An East Texas girl who has captured the hearts of countless police officers all across the world is back in North Texas.
Savannah Solis has handwritten more than 6,000 thank you cards to police officers since 2014. Her journey brought her to Dallas in February of that same year.
Thursday, her family is in North Texas again, but this time for health reasons. Solis' law enforcement family found out and is rallying around them.
The Solis family has been traveling back and forth from their home in Tyler to the Metroplex for the past few months.
Savannah and her older brother are both dealing with health issues that require treatment in North Texas. The expenses are adding up, so some police organizations are helping out.
For years, 14-year-old Solis has been traveling the world to thank law enforcement officers for the difficult job that they do.
The Tyler resident was saluted by the Dallas Police Honor Guard in 2015 when she and her family arrived at DFW Airport after hand delivering thank you cards to officers in London.
Four years later, the Solis family is back in North Texas, but this time they are the ones in need of some support.
”Over Thanksgiving break, I started getting really sick,” Solis said. “Finally found out what it was: HSP.”
HSP is a disease involving the red blood cells. In Solis' case, it's affecting her kidneys. Her mom had to bring her to Cook Children's in Fort Worth for treatment in December.
A few weeks later, doctors determined Solis' older brother, Jabez, needed to have brain surgery. That's what brings them to town this time.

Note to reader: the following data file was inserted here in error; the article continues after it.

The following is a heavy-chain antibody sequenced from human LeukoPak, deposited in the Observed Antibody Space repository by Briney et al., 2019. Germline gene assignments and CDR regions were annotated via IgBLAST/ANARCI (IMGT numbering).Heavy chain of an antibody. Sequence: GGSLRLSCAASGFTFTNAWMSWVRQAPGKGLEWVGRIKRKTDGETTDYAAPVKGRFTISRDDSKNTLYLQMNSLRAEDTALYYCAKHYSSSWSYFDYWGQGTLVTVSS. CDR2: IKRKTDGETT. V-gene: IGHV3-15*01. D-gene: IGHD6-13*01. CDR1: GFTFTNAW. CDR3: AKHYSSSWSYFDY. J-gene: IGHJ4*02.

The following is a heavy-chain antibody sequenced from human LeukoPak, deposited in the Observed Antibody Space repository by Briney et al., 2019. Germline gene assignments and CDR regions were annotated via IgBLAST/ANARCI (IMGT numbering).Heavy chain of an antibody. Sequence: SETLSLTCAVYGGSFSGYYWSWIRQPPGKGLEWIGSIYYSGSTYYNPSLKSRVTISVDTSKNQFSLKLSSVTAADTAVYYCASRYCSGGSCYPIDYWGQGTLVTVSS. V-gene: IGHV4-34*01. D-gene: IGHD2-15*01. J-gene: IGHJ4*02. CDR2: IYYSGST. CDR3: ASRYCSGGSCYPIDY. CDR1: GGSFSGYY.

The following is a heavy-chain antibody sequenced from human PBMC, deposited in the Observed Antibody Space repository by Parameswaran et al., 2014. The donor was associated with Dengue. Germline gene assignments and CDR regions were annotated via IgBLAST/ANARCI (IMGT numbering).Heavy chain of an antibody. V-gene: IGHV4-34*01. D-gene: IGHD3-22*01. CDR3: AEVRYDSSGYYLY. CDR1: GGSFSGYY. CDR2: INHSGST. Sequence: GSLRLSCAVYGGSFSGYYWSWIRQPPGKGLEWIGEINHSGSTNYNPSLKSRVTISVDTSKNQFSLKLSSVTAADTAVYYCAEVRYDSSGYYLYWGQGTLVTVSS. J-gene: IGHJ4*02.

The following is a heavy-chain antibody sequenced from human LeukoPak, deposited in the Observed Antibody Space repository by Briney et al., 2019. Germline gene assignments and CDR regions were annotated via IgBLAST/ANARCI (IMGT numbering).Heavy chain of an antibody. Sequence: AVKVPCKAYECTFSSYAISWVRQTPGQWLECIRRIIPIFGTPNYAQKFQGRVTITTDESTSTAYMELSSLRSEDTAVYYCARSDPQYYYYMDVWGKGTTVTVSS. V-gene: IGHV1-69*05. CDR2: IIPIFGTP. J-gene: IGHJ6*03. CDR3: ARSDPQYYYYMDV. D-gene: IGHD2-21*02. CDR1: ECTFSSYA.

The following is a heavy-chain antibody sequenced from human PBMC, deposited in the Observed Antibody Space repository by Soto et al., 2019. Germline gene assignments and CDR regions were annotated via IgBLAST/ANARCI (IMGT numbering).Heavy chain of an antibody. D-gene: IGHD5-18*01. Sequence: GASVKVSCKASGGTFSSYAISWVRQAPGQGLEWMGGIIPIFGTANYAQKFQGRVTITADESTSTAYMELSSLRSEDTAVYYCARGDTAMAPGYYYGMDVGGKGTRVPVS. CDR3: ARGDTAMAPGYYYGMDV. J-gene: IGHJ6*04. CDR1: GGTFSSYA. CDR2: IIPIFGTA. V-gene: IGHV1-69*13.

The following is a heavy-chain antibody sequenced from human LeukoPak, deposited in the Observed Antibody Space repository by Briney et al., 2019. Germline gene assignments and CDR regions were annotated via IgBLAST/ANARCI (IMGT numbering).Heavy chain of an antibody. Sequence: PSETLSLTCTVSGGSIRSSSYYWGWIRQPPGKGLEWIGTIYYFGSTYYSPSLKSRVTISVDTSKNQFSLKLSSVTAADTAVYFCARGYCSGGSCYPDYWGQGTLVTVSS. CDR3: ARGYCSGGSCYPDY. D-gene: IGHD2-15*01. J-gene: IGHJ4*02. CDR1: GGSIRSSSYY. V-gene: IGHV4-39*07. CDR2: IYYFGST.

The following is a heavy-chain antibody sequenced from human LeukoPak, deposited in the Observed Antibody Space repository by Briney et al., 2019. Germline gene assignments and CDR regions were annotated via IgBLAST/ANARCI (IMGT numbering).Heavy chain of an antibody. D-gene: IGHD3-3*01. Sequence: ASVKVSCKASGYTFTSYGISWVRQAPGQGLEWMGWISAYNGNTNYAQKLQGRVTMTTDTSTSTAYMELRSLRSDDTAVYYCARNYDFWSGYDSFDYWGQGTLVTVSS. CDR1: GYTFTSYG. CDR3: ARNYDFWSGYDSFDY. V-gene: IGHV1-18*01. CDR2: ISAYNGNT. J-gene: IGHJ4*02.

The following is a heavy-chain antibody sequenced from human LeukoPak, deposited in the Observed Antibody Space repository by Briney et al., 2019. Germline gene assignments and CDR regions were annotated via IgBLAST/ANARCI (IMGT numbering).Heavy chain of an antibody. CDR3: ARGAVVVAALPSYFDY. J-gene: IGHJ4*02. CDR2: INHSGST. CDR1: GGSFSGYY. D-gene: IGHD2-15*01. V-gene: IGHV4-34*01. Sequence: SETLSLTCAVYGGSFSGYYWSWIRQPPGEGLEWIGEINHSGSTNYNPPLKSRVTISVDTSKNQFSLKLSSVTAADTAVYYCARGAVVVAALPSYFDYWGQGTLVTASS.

“More pain in the left arm, and I have trouble sleeping because my left hip hurts,” Jabez Solis said.
The stress caused their mom's existing problems worse. She had a fourth heart attack in eight years.
“I think it was just the toll of everything at the same time that I had my fourth heart attack a couple of days after we were in the ER with him,” Debbie Solis said.
“It's about being there for each other,” said retired Dallas police officer Ricardo Campbell.
Campbell met Solis when he was still on the force.
When he heard about the family's hardships, his nonprofit - Heroes, Cops and Kids - paid for their hotel room and travel expenses.
“I said we need to step up to the plate,” he added. “She's done a lot for law enforcement, so at least law enforcement can do something for her.”
Solis calls the men and women in blue part of her extended family, and she’s feeling the love.
“It's very encouraging for a family. It keeps us going to know that there are people out there supporting us,” Savannah said.
Jabez is set to have his operation Friday morning. The family will be in town through at least Tuesday.
Savannah is getting better, but needs to have her blood drawn every two weeks for the next year to make sure her kidneys are working properly.